PWRDF helps displaced Iraqi families come home

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PWRDF helps displaced Iraqi families come home
“The protracted humanitarian crisis in Iraq remains one of the largest and most volatile in the world,” says Naba Gurung, humanitarian response coordinator for PWRDF. In this file photo, a woman in northern Iraq receives help from the Lutheran World Federation: Photo: ACT Alliance/Saad Gedeon

Members of 1,500 displaced families in northern Iraq were more safely able to return to their homes this year as the result of a project funded partly by the Primate’s World Relief and Development Fund (PWRDF).

Since last June, thousands of families have been returning home to Sinjar—a mostly Yazidi city not far from the Syrian border—from the autonomous Kurdish area of northern Iraq. The families had fled Sinjar in the wake of massacres and other atrocities during its occupation by ISIS in 2014.

The Yazidis, a religious minority living mostly in northern Iraq, were the victims of massacres, sexual assault and sexual slavery during the occupation. An estimated half-million were displaced, fleeing to Kurdistan.

Political instability and a lack of basic infrastructure and services—including security services—have made it difficult for them to return, says Prabin Manandhar, country representative with the Lutheran World Federation (LWF), PWRDF’s partner in the project.

Returning families also face an additional threat—the COVID-19 pandemic—and the situation is more critical because they don’t have access to clean water, soap and other materials necessary for hygiene. Much of the city is now in ruins, and many wells in the area were destroyed by ISIS. Women and girls are facing a number of “secondary effects” of the pandemic, Manandhar says, as a result of the closure of schools, loss of livelihood, family stress and the lack of safe spaces. “This has caused domestic and gender-based violence, increased early marriage, unwanted pregnancies and school dropouts. Life-saving care and psychosocial support have been disrupted while the health service providers are overburdened and preoccupied in handling COVID-19 cases,” he says.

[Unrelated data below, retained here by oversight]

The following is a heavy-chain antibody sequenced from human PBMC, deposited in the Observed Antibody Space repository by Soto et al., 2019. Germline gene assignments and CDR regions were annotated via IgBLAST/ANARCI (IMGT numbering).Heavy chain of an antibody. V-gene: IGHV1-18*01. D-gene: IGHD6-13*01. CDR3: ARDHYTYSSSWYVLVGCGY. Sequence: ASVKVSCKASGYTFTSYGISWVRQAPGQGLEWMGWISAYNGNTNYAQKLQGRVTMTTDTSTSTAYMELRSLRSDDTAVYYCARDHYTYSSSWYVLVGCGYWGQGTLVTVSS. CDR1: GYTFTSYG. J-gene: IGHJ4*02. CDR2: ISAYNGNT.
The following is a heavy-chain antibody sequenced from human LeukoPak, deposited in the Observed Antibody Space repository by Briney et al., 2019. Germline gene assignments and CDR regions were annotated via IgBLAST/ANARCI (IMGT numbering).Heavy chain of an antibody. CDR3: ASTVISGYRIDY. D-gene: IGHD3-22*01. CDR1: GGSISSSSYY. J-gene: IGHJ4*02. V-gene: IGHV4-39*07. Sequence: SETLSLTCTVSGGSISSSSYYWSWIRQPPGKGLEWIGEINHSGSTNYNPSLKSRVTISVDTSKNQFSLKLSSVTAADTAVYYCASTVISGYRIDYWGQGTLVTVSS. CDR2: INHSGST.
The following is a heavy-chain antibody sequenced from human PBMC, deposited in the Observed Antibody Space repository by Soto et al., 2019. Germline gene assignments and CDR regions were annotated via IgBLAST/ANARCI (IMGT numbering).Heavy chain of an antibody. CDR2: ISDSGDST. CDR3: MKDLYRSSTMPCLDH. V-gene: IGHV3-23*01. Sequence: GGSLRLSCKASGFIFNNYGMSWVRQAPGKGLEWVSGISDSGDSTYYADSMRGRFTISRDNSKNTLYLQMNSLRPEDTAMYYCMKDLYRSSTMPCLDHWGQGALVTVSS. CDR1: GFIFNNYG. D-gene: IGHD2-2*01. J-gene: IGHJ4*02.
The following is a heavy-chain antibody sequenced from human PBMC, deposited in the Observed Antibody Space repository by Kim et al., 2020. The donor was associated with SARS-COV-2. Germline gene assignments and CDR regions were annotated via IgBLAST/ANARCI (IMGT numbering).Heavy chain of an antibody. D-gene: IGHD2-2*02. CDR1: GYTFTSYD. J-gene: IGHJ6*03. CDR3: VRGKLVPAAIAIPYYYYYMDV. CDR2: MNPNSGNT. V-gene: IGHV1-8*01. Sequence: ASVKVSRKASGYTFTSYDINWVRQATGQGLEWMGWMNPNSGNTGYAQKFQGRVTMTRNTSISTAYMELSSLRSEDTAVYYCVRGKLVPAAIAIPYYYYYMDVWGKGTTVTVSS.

In response, LWF launched a project to aid their return. Through ACT Alliance, a humanitarian coalition of which PWRDF and LWF are members, PWRDF contributed $30,000 to the project, which has a total budget of $80,000. The project began Oct. 25 and will have ended in late December, Manandhar says.

Under the project, 1,500 hygiene kits—containing soap, sanitary pads, hand sanitizer and other items—will have been distributed to families. The project also involved repairing wells and renovating water treatment facilities, including implementing tests to make sure water is safe, and the distribution of information on preventing the spread of COVID-19.

Naba Gurung, humanitarian response coordinator for PWRDF, says the agency chose to support this project partly because of the massive need.

“The protracted humanitarian crisis in Iraq remains one of the largest and most volatile in the world,” he says. “The COVID-19 outbreak hit a country already facing a humanitarian crisis, further deepening vulnerabilities and disrupting ongoing efforts to deliver aid to the most vulnerable people in acute need of humanitarian assistance.”

Another reason is the in-country experience of LWF, he says, which has been involved in relief and recovery efforts in Iraq since 2014.

Manandhar says the work is important, and hopes LWF is able to continue it in 2021 after the current project ends.

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Tali Folkins has worked as a staff reporter for the <em>Law Times</em> and the <em>New Brunswick Telegraph-Journal</em>. His writing has appeared in <em>The Globe and Mail</em> and <em>The United Church Observer</em>.

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